Xenolith Digestion in Large Magma Bodies

David Walker (Lamont-Doherty Geological Observatory, Columbia University)
Walter S. Kiefer (Dept. of Physics, Texas Christian University)

Proc. 15th Lunar and Planetary Science Conf., J. Geophysical Research, 90, C585-C590, 1985.

Abstract: Xenolith digestion during sinking in a corrosive magma is treated with a surface-controlled dissolution relation suggested from recent experiments on silicate crystals. The relation is shown to apply to a wide range of dynamical regimes from analog experiments on NaCl dissolution in water. Using this relation, xenolith penetration by sinking into magmas is shown to be strongly dependent on xenolith size. Crystal sinking is unimportant but sinking of meter-sized chunks can be a major process of mass and heat transport in planetary-scale magma body evolution. This evolution can not be adequately treated with current information.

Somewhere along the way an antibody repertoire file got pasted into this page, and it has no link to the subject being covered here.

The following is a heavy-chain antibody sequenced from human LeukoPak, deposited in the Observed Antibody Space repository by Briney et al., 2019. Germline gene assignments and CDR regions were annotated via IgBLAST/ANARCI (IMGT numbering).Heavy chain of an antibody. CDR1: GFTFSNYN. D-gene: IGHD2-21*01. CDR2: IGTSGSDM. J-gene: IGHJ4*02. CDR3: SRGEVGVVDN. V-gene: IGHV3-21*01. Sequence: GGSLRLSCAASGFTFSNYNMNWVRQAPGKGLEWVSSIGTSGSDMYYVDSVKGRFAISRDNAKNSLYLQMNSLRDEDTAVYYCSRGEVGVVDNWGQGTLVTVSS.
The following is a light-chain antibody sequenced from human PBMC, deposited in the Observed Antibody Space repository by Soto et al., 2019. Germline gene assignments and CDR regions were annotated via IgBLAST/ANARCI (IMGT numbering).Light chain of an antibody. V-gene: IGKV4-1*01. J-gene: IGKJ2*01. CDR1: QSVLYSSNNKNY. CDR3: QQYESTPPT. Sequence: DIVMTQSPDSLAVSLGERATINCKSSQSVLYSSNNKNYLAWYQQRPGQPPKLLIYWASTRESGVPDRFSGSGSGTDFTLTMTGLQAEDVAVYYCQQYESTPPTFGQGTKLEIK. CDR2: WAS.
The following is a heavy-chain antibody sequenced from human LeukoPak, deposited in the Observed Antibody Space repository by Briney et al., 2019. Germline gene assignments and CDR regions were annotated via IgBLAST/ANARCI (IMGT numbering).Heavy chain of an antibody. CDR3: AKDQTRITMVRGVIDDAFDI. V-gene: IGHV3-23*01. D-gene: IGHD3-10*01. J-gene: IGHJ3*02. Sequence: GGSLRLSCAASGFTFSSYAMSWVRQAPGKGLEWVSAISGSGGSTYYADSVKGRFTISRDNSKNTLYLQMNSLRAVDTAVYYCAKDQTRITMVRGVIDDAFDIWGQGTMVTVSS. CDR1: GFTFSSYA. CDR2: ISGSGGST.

Text of paper (on Astrophysical Data System website)

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Walter S. Kiefer,   kiefer@lpi.usra.edu